Decisions cut across time. We never make a decision that stays put and does not travel somewhere–upward, downward, outward, inward–after it is made. Decisions are made to move, to move us, to move the world, and to keep moving themselves.

So the incision of decisions regards not only the cutting away of other options but also the cutting into time and the making of time into a thing sliced and cut into pieces, collected into segments and chucks with certain of them deemed significant and others less so or insignificant.

This cutting and dicing applies whether we believe we are free to make our decisions or not. We could be chopped up by another power, or the power of the world itself could be a sort of chopping power, and we would still feel the weight of decisions. Decisions would still be made and we would still be–transformed by them. There is no human being so thoroughly persuaded by determinism and fatalism that the human fails to encounter the decisive, or fails to see certain portions of life as decisive. Decisions and the decisive make up our life in time whether we find ourselves as the leaves or as the wind or as the blower of the wind.

There is no escaping deicions! And what seems to be the disproportionate weight of decisions, the way they seem to never quite fit the initial visions and expectations we have of them, the way they always seem to escape the boundaries of the arena in which they were first made. The decision to have a meal and to repeat that meal several times a week ends up taking part in your going to the doctor’s office, and ends up threatening the likelihood that your child will have help to go to university. That road leads to an accident and sadness in the family for years, this road–even if it is a bit slower-going–leads to the funeral of your grandmother and to the semblance of final closure. A utilitarian calculus when it comes to decisions is madness, and could only be performed by a god, and even the god would find that it is madness.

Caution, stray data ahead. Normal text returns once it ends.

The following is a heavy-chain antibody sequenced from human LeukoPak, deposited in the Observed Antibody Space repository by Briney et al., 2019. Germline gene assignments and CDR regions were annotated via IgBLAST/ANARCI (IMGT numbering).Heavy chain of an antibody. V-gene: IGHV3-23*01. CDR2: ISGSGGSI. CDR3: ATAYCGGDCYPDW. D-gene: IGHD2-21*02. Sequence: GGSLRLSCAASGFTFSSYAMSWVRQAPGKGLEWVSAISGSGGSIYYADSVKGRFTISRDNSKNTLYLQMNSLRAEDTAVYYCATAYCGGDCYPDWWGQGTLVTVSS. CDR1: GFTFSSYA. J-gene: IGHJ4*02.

The greatest decisions, though, and what is most decisive, may come in the form of our finding our personal inolvement in decisions to be something of a mystery. We might find it most decisive that the cut spans all of time and all the things of time. The decisions of our life that we find as so significant and that lead us one way or the other are not our own, but are ultimately given to us by the giving of the decisive itself. The decisive is not some plaything of ours and something we make up as we go along. The decisive, if it is decisive, is the truly decisive, and takes all things with it into a world of scales and courses, of weights and counterweights. This is why our decisions can shock us, and why certain of our decisions will continue to shock us in their decisiveness no matter the extent of our ontological skepticism and openness to alternative ways of seeing the world and living in the world. The cut can cut us to bits, beyond recognition, beyond identity.


  1. Your post reminds me of when I visited my grandmother in the hospital before she died. She had just survived her third heart attack. On seeing me, she said, ‘I was just sitting here, thinking back over my life, wondering how it would have turned out if I had made this decision instead of that one.’
    That’s when I decided to divorce my first husband and get out of a bad relationship. I didn’t want to be 84 years old, sitting in a hospital in London after surviving three heart attacks wishing I had made different decisions in my life.
    We have to go with our gut feelings, and once you’ve made that decision there’s no looking back.


    1. Richard Q says:

      My grandma is now 86 years old, and nearly every conversation I have with her circles around the counterfactuals of our lives. I like your response to your own grandmother, the way you reflected on the impact of your own decisions and the courses they would lead to. I tend to find the weight of fate in every decision, however liberating.

      Bless you, Paula.

      Liked by 1 person

  2. I was just having this conversation with my fathef today, lifes harder now because we have to make too many decisions and we can’t even avoid it.
    This point is the whole thing written beautifuly. You write really well i must say. Thanks for sharing.

    Liked by 1 person

    1. Richard Q says:

      This is a sweet sound. I love when things resonate. And thank you, friend of mine. My apologies for the late reply. I am currently acting in a show, and…the time! The time!


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